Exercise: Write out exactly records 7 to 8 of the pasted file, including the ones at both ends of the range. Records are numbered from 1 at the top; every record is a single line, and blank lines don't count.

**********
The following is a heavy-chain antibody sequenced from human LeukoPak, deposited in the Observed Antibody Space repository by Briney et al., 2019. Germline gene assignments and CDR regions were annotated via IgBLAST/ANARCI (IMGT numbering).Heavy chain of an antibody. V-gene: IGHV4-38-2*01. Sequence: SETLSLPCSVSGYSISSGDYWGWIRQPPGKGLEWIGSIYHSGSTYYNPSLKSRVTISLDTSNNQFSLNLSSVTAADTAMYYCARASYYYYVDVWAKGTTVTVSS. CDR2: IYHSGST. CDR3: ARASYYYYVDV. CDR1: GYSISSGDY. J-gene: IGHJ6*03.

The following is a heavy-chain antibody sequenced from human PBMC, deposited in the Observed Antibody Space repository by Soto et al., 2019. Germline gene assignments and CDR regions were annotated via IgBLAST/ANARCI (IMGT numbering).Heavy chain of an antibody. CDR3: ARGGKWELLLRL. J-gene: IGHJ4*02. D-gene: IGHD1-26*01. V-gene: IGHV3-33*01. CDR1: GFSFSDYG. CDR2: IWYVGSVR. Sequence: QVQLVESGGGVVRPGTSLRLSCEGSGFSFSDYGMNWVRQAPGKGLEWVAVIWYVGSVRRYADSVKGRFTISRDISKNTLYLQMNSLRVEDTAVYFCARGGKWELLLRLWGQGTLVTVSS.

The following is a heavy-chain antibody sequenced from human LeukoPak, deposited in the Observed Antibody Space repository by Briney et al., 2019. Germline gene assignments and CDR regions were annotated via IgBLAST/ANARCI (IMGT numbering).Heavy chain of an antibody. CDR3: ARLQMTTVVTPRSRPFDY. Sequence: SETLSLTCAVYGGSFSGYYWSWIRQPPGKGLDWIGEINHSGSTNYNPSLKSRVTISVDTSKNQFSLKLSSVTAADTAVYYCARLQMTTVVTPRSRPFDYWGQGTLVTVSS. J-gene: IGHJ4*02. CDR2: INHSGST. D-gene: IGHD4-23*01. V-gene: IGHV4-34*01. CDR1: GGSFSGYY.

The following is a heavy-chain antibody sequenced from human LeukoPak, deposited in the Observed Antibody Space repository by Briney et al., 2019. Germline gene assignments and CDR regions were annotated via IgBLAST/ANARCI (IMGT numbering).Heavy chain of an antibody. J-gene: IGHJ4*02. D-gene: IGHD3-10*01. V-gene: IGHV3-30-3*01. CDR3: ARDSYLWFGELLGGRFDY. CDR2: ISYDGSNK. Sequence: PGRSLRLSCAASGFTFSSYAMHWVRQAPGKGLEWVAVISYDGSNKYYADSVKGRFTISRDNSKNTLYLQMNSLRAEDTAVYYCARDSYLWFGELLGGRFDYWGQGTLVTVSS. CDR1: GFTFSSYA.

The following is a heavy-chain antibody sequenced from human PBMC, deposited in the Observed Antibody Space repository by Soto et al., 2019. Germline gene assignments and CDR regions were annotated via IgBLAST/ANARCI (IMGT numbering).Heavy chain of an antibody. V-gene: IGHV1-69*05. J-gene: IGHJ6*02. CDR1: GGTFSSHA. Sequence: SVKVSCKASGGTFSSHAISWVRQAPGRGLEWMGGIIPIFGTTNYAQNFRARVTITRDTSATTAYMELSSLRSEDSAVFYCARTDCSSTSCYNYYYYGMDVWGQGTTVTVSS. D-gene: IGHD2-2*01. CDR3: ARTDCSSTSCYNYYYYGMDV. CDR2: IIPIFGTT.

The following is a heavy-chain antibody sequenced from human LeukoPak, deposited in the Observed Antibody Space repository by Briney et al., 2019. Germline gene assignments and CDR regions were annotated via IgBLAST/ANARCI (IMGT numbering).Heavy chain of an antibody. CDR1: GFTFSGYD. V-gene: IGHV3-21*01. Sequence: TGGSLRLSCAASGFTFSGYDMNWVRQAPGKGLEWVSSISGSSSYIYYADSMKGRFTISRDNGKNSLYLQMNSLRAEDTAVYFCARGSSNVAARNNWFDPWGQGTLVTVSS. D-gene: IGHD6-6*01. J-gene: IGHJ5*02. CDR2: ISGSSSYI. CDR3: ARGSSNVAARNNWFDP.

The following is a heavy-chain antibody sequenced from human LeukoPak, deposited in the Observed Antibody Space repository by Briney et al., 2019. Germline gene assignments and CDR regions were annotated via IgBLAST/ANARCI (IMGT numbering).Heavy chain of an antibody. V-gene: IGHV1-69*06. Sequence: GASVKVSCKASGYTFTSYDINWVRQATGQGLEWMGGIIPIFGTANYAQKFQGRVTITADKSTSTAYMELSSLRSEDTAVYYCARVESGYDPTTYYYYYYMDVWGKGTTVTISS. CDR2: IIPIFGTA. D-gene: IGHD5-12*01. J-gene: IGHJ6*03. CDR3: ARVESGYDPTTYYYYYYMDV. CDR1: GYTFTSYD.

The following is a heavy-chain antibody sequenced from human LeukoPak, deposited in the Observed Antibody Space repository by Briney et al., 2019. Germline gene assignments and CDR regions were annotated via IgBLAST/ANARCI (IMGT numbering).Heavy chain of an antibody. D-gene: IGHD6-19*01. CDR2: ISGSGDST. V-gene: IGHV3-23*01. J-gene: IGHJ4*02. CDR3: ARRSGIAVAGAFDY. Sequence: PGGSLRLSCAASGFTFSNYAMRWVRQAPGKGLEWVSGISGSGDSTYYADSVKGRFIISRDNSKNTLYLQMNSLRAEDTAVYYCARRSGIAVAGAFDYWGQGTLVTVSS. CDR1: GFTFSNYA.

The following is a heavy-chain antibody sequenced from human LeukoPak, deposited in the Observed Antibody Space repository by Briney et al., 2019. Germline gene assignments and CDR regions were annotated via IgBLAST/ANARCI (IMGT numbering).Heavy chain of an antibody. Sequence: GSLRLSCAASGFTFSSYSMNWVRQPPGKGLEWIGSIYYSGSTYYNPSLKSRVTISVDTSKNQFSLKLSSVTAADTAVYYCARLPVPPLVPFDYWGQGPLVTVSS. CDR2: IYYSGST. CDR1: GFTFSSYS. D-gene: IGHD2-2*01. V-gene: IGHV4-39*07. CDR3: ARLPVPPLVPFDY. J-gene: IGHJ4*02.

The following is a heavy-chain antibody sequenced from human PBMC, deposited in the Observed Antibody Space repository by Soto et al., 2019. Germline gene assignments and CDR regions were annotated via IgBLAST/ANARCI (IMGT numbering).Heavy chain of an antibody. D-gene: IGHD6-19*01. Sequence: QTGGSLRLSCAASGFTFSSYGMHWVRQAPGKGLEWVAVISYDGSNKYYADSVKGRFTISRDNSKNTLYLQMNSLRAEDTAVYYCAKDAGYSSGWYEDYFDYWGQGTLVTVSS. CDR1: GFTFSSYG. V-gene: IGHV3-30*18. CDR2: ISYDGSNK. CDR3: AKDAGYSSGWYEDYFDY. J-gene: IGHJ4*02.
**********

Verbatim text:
The following is a heavy-chain antibody sequenced from human LeukoPak, deposited in the Observed Antibody Space repository by Briney et al., 2019. Germline gene assignments and CDR regions were annotated via IgBLAST/ANARCI (IMGT numbering).Heavy chain of an antibody. V-gene: IGHV1-69*06. Sequence: GASVKVSCKASGYTFTSYDINWVRQATGQGLEWMGGIIPIFGTANYAQKFQGRVTITADKSTSTAYMELSSLRSEDTAVYYCARVESGYDPTTYYYYYYMDVWGKGTTVTISS. CDR2: IIPIFGTA. D-gene: IGHD5-12*01. J-gene: IGHJ6*03. CDR3: ARVESGYDPTTYYYYYYMDV. CDR1: GYTFTSYD.

The following is a heavy-chain antibody sequenced from human LeukoPak, deposited in the Observed Antibody Space repository by Briney et al., 2019. Germline gene assignments and CDR regions were annotated via IgBLAST/ANARCI (IMGT numbering).Heavy chain of an antibody. D-gene: IGHD6-19*01. CDR2: ISGSGDST. V-gene: IGHV3-23*01. J-gene: IGHJ4*02. CDR3: ARRSGIAVAGAFDY. Sequence: PGGSLRLSCAASGFTFSNYAMRWVRQAPGKGLEWVSGISGSGDSTYYADSVKGRFIISRDNSKNTLYLQMNSLRAEDTAVYYCARRSGIAVAGAFDYWGQGTLVTVSS. CDR1: GFTFSNYA.